Other environmental disasters and ecological disturbances associated with the emergence of zoonotic diseases are, animal plagues and broken heat records, which are too directly disrupting the balance of natural systems. In the case of the 1990s Nipah virus outbreak in Malaysia, it is believed that the virus was spread from fruit bats moving into peat farms infecting humans as a result of forest fires, deforestation and drought (Mrema M., 2020).

Likewise, wildlife trade exposes the animals to ‘new’ environments altering their physiological responses, affecting their immune function and making them more susceptible to disease (Dohms & Metz, 1991). Moreover, when the body fluids of numerous sick animals in crowded wildlife markets come into contact with humans, the chance of transmission is significantly heightened. As an illustration, infectious diseases like malaria, dengue, yellow fever and sleeping sickness outbreaks are occasional in Northern Gabon, Africa, where people come into direct contact with wild animals while hunting chimpanzees from the forest (Vidal, 2020). Similarly, the Ebola virus, found in fruit bats, is transmitted through contact with an infected animal and spreads from person to person (WHO, 2020).

Figure 4. Primary drivers of disease emergence associated with the past emerging zoonotic disease events. Source: UNEP, 2016

The rapid and uncontrolled development which the world has seen in the last five decades has not come without a price. Understanding the significance of ecosystems and biodiversity beyond their intrinsic value is fundamentally the first critical step in developing the necessary health initiatives and disease control mechanisms that preserve ecosystem integrity and efficiently regulate the over-exploitation of resources to control the surge in emerging diseases.

Fighting future epidemics will depend not only on the advances in science and improvements in healthcare; it will heavily depend on the human race’s ability to address the consequences of its lifestyle choices by recognising the true value of nature, shifting economic and social systems and acknowledging its capacity to change and push for better laws, encouraging the adoption of effective ecosystem-valuation measures to ensure biodiversity remains protected.

Figure 5. The Global Risks Interconnections Map 2020. Source: World Economic Forum, Global Risks Perception Survey 2019-2020.


Every loss in nature has an impact on the planet’s delicate balance. When biodiversity is declining, so is the planet’s capacity to support life.

Numerous global environmental changes are simultaneously affecting human health and human activities are undermining the potential productivity of forest, farmland and other ecosystems. More needs to be done collectively to understand the root of these changes and the significant interactions between ecological processes, human health and climate change.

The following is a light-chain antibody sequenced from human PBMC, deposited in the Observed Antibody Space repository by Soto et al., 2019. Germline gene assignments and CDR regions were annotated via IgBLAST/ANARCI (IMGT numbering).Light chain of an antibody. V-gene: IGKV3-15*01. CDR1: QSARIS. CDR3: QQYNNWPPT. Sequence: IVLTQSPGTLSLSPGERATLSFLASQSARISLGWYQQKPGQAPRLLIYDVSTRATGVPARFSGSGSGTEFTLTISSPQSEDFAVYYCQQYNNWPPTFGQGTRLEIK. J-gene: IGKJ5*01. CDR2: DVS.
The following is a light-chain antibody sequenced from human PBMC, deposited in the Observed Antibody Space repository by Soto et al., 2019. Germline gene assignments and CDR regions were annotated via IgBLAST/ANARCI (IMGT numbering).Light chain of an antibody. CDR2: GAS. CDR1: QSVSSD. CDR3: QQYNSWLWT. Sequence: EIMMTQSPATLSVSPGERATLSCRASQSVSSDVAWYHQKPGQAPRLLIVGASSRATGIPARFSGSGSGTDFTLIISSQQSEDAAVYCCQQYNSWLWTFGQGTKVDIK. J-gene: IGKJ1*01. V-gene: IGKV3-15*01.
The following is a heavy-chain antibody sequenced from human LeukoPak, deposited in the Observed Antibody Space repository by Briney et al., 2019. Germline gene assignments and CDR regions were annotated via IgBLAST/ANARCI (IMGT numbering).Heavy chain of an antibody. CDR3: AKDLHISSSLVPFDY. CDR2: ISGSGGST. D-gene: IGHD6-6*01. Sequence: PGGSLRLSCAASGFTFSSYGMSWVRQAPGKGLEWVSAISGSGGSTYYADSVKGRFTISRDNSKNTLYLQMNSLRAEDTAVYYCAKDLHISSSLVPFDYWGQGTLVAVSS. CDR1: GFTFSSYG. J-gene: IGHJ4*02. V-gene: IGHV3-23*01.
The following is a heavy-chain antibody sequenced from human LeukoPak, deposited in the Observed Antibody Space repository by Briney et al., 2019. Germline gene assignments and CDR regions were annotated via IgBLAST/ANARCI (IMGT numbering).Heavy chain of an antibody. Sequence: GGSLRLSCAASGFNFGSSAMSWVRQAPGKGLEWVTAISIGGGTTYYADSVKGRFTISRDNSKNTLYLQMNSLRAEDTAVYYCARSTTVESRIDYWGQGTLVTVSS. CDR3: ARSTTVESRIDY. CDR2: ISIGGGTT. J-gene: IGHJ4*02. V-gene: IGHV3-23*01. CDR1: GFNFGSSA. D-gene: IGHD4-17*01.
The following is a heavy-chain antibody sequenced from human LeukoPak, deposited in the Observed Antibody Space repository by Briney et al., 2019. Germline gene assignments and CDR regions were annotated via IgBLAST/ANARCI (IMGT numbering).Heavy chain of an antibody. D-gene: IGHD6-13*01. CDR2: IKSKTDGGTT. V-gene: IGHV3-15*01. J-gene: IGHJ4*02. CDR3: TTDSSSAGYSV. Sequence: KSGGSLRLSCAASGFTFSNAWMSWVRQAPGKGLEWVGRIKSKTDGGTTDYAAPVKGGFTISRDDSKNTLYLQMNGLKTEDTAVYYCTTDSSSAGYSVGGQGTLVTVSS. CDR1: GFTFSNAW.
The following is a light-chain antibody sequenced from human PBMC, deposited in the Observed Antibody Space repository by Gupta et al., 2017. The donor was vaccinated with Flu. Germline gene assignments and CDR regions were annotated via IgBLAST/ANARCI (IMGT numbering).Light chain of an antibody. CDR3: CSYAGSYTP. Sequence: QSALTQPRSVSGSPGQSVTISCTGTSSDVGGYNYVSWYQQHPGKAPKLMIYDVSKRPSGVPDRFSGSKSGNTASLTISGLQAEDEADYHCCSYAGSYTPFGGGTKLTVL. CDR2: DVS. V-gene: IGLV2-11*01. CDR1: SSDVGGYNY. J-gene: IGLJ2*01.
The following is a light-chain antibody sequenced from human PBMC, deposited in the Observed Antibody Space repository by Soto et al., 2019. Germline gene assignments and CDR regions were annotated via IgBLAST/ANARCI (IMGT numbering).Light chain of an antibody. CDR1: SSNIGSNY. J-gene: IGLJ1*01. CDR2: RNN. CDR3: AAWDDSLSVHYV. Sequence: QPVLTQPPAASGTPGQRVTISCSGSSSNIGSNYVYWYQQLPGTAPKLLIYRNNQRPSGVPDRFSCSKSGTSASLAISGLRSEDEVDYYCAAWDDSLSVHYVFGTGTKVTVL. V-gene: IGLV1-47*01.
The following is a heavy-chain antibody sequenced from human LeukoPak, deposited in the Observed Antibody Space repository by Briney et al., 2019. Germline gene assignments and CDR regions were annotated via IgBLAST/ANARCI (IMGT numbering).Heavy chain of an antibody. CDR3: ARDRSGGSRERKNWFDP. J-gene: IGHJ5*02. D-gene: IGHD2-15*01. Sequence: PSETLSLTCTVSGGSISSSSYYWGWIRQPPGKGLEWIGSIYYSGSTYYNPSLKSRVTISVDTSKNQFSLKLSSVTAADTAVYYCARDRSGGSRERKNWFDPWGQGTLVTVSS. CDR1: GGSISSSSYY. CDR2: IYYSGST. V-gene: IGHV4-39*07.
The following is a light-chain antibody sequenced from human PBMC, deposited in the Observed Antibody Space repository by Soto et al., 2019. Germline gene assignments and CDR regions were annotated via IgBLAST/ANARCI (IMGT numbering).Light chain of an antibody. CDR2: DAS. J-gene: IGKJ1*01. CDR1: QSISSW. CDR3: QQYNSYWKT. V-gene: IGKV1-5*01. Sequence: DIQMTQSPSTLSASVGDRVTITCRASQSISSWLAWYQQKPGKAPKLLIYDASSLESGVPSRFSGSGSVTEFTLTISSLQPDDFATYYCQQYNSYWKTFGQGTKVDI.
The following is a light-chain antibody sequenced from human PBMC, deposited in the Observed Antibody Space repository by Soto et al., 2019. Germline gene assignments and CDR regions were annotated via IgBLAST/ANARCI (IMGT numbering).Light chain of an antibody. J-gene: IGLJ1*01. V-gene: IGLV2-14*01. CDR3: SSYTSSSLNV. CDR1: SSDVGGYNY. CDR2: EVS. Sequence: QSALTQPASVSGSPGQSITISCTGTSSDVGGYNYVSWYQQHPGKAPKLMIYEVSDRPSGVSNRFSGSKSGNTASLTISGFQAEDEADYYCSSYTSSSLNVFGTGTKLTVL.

Research clearly shows that biodiversity is a critical environmental determinant of human health. The role it plays in the ability of species to rapidly adapt and survive in modified ecosystems needs to be seen as what it truly is, a barrier or ‘buffer’ against the disease-causing organisms that disrupt immune defence systems.

Today, only 15 per cent of land and 7 per cent of the ocean is protected. The IUCN and UNEP point to the urgent need to protect 30 per cent of the Earth by 2030 and half of the planet by 2050. Halting and reversing degradation is possible through reforestation. The sustainable management of resources is attainable if more policies are developed and enforced to incentivise sustainability. Habitat and species protection are achievable through effective legislation and the adoption of sustainable and productive farming methods, environmental social awareness is possible through education for sustainability. The challenges ahead demand immediate collective action.

The sustainable management of production and consumption is crucial. Safeguarding the future of ecosystems and biodiversity by protecting species, making sustainable choices to maintain a steady climate, increasing the number of conservation areas and developing effective policies to protect them, will make this attainable in the future, however the course must be changed now.


[1] An event [serious, sudden, unusual or unexpected] that constitutes a public health risk to other States [and carries implications for public health beyond the affected state’s national border] through the international spread of disease and to potentially require a coordinated [and immediate] international response.

[2] The WHO defines a pandemic as the global spread of a new disease, when most people do not have immunity.

[3] In 1995, S.S. Morse published an article titled “Factors in the emergence of infectious diseases” where he argued that “Factors precipitating disease emergence […] can include ecological, environmental, or demographic factors that place people that increased contact with a previously unfamiliar microbe or its natural host or promote dissemination. These factors are increasing in prevalence [this] suggests that infections will continue to emerge and probably increase […].” See reference list below.

[4] Quarentine, comes from the Latin ‘quadraginta’ and the Italian ‘quaranta’, both meaning forty.

[5] According to the World Health Organization, zoonosis is any disease or infection that is naturally transmissible from vertebrate animals to humans. [..] zoonoses may be bacterial, viral or parasitic, or may involve unconventional agents. As well as being a public health problem, many of the manor zoonotic diseases prevent the efficient production of food of animal origin and create obstacles to international trade in animal products.

Recommended reading

IPBES 2019 Global Assessment Report on Biodiversity and Ecosystem Services. Available:

Global Partnership on Forest and Landscape Restoration (2018) Restoring Forests and Landscapes: The Key to a Sustainable Future. Available:

Global Environment Outlook 2019. Available:

UNEP (2016). UNEP Frontiers 2016 Report: Emerging Issues of Environmental Concern. United Nations Environment Programme, Nairobi. Retrieved from:


Australian Government, Department of Health. (2010). Australia’s notifiable diseases status, 2010: Annual report of the National Notifiable Diseases Surveillance System – Results: Zoonoses. Communicable Diseases Intelligence, Vol 36 No 1 March 2012 (Canberra: Commonwealth of Australia, 2010).

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Dohms, J.E. & Metz, A. (1991). Stress-mechanisms of immunosuppression. Vet. Immunol. Immunopathol., Nov;30 (1): 89-109.